How did I get from being a white cream filled dark sandwich cookie with two left feet and an unhealthy obsession with Anton Vivaldi’s Four Seasons to being told I’m uber ‘articulate’ and ‘non-threatening’ in post-racial vegan venues? I could tell this story from so many vantage points. I thought long and hard about it, writing draft after draft, dropping some heavy critical theory sh$t from Angela Davis, to Frantz Fanon, to Charles Mills. But every time I tried to do this, it just wouldn’t work out. Critical theory takes deep concentration, plenty of sleep, and mental acuity….

…which is hella blown out of the water when you’ve got 4 damn kids– a 6 month old, a 3 year old, a 5 year old (the middle one with a damn freaking attitude and a propensity for sticking her hand in the monkey jar) and an 8 year old who continuously interrupt your prophetic destiny to be a  scholar with such greatness and [can’t think of an intelligent word because my 5 year old just came outside screaming and running towards me, naked, holding a bowl of Cheerios] that would make Sara Ahmed’s rumination on phenomenology and post-colonialism look like simple nursery school rhymes. #badphenomenologyjokes

-Dr. A. Breeze Harper. Draft from her upcoming book Black. Mama. Scholar: On Black Feminism, Food Ethics, and Toddler Tantrums in a ‘Post-Racial’ Era (2018).

In a delightful and humorous, yet deeply critical talk, Dr. A. Breeze Harper will ruminate on the past 12 years of her activism and scholarship as well as read excerpts from her upcoming book Black. Mama. Scholar: On Black Feminism, Food Ethics, and Toddler Tantrums in a ‘Post-Racial’ Era (formerly titled Recipes for Racial Tension Headaches).

 Get ready for a different side of A. Breeze Harper, PhD, as she uses a fusion of satire and critical race feminism to explore just how “post-racial” we are– in veganism and beyond.

This is a fundraising event for the Sistah Vegan Project. Register for the Live Lecture with Q&A below.Ticket OptionsGold (Receive Signed Sistah Vegan Book) $70.00 USDRegular $30.00 USDStudent/Discount $15.00 USD

If you can’t make her live webcast but are interested in inviting her to give a talk and/or workshop at your organization or university,

Dr. A.Breeze Harper (Credit: Pax Ahimsa Gethen 2016)

Dr. Harper is the creator and editor of the first of its kind book about veganism and race: Sistah Vegan: Black Female Vegans Speak on Food, Identity, Health, and Society(Lantern Books 2010).

Dr. Harper holds a PhD in social science from University of California Davis (with an emphasis in Black Feminisms, Critical Theories of Race, and Ethical Consumption). She has a Masters degree in Educational Technologies from Harvard University, with emphasis on Black Feminisms. Her thesis earned her the prestigious Dean’s award.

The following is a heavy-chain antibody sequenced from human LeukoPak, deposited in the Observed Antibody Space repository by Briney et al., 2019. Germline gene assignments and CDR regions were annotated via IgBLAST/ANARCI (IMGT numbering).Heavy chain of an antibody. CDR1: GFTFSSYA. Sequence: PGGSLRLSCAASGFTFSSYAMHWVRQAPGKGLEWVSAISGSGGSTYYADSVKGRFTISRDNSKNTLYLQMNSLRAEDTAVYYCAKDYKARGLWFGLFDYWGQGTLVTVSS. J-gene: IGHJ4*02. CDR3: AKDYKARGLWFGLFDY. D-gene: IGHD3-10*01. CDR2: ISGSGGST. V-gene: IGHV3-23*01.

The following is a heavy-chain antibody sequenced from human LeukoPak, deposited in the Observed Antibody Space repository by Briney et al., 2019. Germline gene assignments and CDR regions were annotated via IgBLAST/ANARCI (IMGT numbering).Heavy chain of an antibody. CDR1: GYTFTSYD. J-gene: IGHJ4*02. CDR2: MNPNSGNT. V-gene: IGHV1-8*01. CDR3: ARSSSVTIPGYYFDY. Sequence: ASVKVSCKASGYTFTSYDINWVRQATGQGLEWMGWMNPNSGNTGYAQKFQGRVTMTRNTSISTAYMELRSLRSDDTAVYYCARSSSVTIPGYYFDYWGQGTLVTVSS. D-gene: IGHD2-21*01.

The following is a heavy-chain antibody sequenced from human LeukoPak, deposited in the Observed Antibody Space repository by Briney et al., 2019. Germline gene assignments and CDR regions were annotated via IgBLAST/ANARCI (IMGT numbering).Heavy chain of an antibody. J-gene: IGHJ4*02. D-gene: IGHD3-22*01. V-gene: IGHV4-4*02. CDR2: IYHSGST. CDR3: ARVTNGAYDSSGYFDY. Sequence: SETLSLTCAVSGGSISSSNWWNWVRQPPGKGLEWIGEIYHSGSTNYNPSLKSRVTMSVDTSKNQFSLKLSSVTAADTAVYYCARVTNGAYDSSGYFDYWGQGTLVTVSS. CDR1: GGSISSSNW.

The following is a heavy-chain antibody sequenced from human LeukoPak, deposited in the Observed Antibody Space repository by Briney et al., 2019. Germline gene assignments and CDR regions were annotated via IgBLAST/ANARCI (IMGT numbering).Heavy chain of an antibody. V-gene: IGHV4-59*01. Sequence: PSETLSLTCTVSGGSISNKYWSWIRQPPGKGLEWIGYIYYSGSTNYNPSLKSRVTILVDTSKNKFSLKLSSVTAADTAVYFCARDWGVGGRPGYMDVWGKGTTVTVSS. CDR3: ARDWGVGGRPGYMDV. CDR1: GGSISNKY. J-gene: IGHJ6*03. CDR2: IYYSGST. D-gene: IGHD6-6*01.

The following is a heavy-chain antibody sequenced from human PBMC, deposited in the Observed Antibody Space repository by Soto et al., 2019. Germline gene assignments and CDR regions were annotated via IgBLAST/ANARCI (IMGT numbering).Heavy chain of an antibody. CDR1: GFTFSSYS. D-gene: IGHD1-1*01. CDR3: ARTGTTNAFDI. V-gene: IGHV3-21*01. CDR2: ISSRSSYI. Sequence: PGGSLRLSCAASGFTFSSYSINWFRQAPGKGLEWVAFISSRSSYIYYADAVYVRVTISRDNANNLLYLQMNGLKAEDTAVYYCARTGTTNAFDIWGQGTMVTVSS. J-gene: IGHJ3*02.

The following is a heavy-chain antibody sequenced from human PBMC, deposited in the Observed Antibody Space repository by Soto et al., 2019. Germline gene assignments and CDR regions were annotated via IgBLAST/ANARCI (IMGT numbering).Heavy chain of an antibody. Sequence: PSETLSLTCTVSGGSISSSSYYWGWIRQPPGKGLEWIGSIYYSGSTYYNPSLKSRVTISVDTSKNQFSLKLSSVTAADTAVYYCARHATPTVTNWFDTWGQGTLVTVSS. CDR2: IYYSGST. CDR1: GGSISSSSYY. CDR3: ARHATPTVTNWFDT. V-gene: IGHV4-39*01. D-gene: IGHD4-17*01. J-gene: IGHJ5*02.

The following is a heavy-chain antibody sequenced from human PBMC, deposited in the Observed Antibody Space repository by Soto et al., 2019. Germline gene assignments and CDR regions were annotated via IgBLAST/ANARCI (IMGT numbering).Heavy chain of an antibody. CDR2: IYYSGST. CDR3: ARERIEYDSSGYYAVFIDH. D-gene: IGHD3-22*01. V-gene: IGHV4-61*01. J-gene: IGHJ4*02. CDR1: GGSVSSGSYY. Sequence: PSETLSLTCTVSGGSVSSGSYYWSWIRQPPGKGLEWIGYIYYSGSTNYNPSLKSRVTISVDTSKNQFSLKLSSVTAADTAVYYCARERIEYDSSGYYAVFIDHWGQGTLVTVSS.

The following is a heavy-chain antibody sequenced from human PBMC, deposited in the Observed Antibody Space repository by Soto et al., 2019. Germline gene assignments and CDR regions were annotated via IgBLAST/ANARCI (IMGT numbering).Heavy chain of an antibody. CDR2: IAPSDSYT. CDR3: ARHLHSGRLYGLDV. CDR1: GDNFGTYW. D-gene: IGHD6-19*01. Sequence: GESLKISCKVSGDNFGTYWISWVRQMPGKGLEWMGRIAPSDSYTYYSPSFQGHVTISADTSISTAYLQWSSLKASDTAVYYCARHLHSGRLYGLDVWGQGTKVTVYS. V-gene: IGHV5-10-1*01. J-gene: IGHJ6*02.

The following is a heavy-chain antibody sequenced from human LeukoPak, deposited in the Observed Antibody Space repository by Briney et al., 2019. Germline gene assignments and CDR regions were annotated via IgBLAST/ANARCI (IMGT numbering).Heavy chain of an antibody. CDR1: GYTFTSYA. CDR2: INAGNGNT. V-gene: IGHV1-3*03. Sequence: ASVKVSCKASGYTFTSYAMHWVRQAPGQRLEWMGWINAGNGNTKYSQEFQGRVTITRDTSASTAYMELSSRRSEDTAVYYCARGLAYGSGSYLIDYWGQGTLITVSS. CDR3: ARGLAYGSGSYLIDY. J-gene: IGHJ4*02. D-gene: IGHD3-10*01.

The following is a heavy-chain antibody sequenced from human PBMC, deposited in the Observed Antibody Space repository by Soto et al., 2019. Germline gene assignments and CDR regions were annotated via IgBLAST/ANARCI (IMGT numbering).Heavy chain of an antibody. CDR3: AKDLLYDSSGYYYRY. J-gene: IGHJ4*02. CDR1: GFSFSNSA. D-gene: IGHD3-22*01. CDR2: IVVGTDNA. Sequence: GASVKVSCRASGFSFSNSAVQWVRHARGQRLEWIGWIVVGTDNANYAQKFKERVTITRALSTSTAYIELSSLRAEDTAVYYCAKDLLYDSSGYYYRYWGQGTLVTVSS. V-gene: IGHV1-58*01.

Dr. Harper’s most recently published book, A Black Lesbian Experience in Rural White New England (Sense Publishers 2014) interrogates how systems of oppression and power impact being a Black teenager living in an all white and working class rural New England town. She has taught university staff and students how to use the book as a tool to develop literacy around unconscious bias and understand how deeply impactful systemic racial and socio-economic inequities are.

After observing numerous white vegans making the claim that race doesn’t matter (i.e. the passive-aggressive responses to Black Lives Matter with “All Lives Matter”) , Dr. Harper organized the highly successful professional conference The Praxis of Black Lives Matter. The conference taught participants how to operationalize racial equity during an era of Black Lives Matter with a focus on plant-based foodie culture like veganism and raw foodism. 

In 2016, Dr. Harper collaborated with Oakland’s FoodFirst’s Executive Director Dr. Eric Holt-Gimenez to write the report Dismantling Racism in the Food System, which kicked off FoodFirst’s series on systemic racism within the food system. Dr. Harper is well-known for her talks and workshops  about “Operationalizing Racial Equity” and “Intersectional Anti-Racism” in ethical consumption, which were given at top universities this past year (University of Chicago, Stanford University, and Penn State to name a few). 

You can check out Dr. Harper’s 2016 talk at Whidbey Institute below about Uprooting White Fragility in the Ethical Foodscape as well as the University of Oregon-Eugene talk Reading Food Objects: A Black Feminist Materialist Reading of Scars in Oregon.